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Interview: Tom Hardy & Joel Edgerton on WARRIOR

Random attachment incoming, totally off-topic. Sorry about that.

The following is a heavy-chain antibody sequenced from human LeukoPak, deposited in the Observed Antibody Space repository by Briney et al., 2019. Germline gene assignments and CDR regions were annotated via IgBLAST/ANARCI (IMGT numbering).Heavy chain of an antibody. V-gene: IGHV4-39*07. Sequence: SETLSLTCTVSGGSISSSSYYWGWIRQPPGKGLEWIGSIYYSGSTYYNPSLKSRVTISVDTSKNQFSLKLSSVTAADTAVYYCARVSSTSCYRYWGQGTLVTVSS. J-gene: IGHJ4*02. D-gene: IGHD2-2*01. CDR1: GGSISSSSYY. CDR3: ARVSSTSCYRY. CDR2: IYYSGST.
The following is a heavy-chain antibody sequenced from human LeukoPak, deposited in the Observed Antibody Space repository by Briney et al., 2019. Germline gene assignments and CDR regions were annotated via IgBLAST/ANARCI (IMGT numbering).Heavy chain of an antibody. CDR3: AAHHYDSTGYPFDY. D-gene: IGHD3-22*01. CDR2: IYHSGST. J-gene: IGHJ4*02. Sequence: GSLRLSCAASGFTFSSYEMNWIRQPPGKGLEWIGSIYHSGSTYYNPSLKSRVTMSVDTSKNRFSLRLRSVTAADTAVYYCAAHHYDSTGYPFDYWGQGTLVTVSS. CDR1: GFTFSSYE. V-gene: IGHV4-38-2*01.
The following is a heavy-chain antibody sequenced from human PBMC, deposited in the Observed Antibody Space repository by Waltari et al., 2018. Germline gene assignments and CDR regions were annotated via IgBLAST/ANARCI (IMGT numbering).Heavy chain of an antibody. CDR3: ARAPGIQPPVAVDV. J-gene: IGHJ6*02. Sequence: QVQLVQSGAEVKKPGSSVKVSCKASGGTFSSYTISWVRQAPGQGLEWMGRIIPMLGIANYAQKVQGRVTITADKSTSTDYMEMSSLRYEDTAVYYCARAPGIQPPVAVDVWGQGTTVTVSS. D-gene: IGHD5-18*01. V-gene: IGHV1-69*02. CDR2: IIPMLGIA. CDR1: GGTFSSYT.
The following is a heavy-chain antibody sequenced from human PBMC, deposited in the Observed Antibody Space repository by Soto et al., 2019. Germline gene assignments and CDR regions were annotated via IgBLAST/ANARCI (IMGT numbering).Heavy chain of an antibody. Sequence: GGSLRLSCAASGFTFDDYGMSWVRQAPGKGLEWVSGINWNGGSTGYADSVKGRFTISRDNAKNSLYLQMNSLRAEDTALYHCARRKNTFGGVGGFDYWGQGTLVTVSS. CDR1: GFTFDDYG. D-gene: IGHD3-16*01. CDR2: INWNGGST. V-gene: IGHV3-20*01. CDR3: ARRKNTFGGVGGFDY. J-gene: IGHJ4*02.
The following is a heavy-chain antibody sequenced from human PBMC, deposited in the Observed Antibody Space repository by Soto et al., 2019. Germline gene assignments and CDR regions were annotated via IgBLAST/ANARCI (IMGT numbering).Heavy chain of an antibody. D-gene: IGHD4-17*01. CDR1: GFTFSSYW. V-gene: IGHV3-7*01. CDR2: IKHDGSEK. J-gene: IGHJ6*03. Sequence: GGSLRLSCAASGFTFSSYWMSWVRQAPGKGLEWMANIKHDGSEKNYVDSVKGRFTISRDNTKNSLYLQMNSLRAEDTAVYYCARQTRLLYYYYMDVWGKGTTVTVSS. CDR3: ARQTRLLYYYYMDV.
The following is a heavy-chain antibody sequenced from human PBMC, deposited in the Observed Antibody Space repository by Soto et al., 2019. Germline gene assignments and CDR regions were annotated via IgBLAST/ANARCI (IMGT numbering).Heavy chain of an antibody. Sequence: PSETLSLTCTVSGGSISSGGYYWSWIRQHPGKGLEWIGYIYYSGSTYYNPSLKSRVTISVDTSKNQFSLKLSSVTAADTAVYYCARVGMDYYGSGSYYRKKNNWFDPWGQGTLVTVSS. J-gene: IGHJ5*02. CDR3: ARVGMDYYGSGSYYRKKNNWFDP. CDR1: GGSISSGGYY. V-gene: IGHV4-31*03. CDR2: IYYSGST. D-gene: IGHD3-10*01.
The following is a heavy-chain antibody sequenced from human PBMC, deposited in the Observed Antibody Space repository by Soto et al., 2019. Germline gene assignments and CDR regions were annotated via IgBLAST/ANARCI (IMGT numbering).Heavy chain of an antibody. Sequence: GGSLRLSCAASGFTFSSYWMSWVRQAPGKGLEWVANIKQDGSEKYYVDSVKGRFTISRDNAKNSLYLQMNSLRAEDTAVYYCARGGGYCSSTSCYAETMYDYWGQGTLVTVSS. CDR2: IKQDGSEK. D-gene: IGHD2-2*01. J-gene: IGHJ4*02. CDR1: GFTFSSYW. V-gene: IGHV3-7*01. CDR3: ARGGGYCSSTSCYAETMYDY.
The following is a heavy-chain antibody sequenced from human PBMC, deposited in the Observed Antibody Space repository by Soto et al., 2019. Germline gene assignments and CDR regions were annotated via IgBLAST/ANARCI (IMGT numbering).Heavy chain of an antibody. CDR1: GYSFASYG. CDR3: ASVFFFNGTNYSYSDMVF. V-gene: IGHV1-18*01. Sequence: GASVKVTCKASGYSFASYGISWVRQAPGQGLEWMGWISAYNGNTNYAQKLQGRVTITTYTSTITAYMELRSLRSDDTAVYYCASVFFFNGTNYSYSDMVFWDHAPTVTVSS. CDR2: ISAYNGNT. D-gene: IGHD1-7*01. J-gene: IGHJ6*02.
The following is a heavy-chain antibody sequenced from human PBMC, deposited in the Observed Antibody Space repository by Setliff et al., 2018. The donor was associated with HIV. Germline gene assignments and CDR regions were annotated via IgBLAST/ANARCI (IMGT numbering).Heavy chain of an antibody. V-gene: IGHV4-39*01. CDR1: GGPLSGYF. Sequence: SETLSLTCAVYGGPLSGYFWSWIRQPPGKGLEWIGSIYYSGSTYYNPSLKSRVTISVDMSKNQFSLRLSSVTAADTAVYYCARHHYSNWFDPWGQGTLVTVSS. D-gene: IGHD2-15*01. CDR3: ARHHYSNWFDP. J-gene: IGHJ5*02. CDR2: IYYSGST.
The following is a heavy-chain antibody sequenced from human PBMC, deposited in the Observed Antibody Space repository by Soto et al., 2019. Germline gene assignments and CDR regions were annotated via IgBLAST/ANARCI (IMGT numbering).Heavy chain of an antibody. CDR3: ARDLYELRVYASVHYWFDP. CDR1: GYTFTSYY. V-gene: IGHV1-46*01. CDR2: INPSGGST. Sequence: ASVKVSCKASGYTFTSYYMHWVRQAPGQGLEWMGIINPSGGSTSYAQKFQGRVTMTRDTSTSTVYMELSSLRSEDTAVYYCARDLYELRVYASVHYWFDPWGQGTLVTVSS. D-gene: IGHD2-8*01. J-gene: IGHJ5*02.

The in-demand stars of this compelling mixed martial arts drama discuss their intense training regime and a new-found love of UFC itself.